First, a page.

Page 901 - Week 03 - Thursday, 19 March 2015

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continue to support those who experience it. The demographic profile of public housing tenants demonstrates the effectiveness of Housing ACT in housing those most in need. It also highlights other key groups who access housing and homelessness services as well as valued targeted programs.

The following data is from 2013-14: almost one in five public housing households, 19 per cent, had a main tenant aged 65 or older, and 14 per cent of tenants had the aged pension as their main source of income. Sixty-eight per cent of single-tenant households are home to women over the age of 65. Sixty-five per cent of main tenants in public housing were female. Approximately 25 per cent of all households were single-parent households, and overwhelmingly these households were headed by women, 85 per cent. Almost 40 per cent of tenancies had at least one member of the household with a disability, a total of 4,035 tenancies at 30 June 2014.

I have touched on the representation of Aboriginal and Torres Strait Islander people in the ACT’s homelessness population, which is why the government has funded a supported accommodation service for families and a boarding house network for Aboriginal and Torres Strait Islander families managed by Inanna Inc. The program includes accommodation for mature age students, student couples with children, families from interstate who have relatives in hospital or are visiting relatives in an ACT correctional facility, transgender and gay people, and parents requiring intensive parent support with care and protection involvement. In 2013-14 there were 83 new Aboriginal and Torres Strait Islander public housing tenancies created, providing homes to a total of 175 people, including 158 from the priority housing list. At 30 June 2014 there were 780 Aboriginal and Torres Strait Islander public housing tenancies, housing a total of 1,643 residents.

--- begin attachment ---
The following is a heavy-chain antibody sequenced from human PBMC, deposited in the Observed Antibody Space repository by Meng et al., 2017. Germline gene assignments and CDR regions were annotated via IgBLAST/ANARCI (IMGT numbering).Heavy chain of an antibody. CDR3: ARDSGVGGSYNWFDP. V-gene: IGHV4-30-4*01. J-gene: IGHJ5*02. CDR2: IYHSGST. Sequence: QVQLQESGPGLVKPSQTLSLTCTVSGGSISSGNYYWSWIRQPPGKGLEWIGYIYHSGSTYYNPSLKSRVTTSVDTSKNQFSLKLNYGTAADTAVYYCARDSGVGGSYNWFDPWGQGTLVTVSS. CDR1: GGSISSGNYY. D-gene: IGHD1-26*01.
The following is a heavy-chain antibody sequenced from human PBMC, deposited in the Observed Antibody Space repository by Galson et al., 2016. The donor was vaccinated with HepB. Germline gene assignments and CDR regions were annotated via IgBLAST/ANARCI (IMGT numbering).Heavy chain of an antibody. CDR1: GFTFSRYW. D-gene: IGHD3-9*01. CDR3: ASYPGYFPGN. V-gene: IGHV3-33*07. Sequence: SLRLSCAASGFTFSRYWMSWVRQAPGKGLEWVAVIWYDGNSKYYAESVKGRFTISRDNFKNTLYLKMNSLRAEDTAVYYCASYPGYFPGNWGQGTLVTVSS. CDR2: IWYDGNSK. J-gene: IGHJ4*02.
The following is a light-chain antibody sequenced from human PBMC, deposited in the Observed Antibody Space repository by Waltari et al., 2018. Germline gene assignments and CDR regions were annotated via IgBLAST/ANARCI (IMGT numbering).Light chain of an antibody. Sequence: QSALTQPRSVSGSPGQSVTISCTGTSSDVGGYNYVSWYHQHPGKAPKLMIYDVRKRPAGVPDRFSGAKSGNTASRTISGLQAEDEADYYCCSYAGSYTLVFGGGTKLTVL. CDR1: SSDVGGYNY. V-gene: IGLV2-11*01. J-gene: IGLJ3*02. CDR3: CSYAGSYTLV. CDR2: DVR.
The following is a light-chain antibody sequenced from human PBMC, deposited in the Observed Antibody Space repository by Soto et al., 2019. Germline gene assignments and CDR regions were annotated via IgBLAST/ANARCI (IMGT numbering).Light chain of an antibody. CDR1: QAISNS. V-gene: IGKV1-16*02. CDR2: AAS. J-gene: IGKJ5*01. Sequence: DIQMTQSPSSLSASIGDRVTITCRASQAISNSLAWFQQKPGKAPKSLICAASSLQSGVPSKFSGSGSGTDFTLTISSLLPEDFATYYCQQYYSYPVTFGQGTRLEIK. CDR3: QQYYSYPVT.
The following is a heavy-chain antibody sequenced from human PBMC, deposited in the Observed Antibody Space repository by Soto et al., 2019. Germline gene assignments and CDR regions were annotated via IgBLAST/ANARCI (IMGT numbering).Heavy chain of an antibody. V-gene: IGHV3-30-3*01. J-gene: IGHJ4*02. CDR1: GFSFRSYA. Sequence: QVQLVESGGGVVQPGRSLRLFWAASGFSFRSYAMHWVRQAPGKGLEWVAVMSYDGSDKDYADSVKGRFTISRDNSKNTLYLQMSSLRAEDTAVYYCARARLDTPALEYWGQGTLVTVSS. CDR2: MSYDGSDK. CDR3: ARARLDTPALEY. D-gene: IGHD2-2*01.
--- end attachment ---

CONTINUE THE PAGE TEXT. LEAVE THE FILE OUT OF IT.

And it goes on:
I have also mentioned the value in providing concerted responses to young people experiencing homelessness. Seven services which commenced operation in April 2012 under the youth housing and homelessness services reform continue to support young people across early intervention, crisis and stabilisation. The services and their providers are: housing support service, CatholicCare; crisis mediation service, conflict resolution service, youth emergency accommodation network, the Salvation Army; Canberra Youth Refuge; friendly landlord service, Barnardos; youth identified accommodation and support program, Barnardos; mentoring, life skills and social enterprise service, Ted Noffs Foundation; and parent accommodation support program, St Vincent de Paul.

In 2013-14, 142 young people were at risk of homelessness because of family conflict and were diverted from entering crisis accommodation. The youth housing program assists young people to sustain long-term tenancy and to engage with education, employment and the community. The program specifically targets young people aged 16 to 25 years who are transitioning from the community youth justice system, care and protection, or homelessness services. ROGS acknowledged the high level of success in more than 80 per cent of young people in the homelessness system going on to access education and training services, some 15 per cent above the national average. This is one key indicator as we look to provide the pathways to a permanent exit from the public housing system for as many young people as possible.

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